Vista came out right after Windows XP, but it never was the operating system Microsoft intended it to be.
Vista was released in 2006, to be followed by Windows 7 in 2009.
In those three years, many people chose to revert to XP, preferring the older operating system.
Vista remained buggy for the duration of its lifetime, so far as I have been able to determine.
Most people I know didn’t use the operating system. There are a few, though, who have stuck by Vista.
If you have family members still using this antiquated operating system, be aware that the end of support does not mean the computer will inform the user that support has ended. In fact, the user will not be notified and will no longer receive software updates from Windows.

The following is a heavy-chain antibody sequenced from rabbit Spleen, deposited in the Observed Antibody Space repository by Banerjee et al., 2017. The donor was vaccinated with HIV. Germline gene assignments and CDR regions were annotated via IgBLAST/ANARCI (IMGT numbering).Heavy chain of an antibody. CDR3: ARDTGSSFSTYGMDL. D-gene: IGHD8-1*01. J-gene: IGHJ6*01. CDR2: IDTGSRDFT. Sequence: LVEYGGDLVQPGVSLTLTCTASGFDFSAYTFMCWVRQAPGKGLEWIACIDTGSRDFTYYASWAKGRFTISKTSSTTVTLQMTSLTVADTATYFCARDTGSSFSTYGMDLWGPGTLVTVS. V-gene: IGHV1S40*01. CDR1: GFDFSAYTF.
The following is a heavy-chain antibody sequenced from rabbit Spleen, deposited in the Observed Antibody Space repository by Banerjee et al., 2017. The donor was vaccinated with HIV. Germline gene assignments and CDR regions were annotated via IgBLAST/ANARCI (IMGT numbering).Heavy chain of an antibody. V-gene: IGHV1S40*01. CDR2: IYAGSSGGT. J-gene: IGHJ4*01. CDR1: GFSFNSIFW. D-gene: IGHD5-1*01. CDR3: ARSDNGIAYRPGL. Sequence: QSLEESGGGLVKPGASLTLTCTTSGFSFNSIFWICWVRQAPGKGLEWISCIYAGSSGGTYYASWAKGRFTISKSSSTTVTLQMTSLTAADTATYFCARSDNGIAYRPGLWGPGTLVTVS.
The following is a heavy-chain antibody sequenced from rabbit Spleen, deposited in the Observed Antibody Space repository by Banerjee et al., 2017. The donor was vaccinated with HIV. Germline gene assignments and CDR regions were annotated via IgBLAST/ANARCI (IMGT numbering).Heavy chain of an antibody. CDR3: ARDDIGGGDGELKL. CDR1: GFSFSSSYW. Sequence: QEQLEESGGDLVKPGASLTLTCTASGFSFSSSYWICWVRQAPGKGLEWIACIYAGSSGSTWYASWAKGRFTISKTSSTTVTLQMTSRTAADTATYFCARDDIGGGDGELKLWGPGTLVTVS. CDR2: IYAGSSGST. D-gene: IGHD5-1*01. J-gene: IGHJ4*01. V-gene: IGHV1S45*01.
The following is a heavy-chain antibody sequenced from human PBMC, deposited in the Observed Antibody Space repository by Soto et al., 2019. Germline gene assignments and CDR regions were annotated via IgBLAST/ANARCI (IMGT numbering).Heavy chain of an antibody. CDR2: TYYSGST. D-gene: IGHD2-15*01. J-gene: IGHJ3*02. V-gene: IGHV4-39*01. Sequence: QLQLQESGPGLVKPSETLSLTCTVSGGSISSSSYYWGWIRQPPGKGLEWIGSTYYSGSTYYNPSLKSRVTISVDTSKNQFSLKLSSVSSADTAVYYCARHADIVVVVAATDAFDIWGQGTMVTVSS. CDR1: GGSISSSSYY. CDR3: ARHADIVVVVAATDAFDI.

This means no more updates to the built-in security that existed within Vista itself.
The company won’t be offering free technical support, beyond basic support. It also will not honor any warranty claims.
Yes, the computer will continue to operate, and Vista will still start and run.
But computers that still run on Vista software likely will have issues going forward that might not be fixable by the average user.
Remember to check in with your local computer technology specialist if you have questions.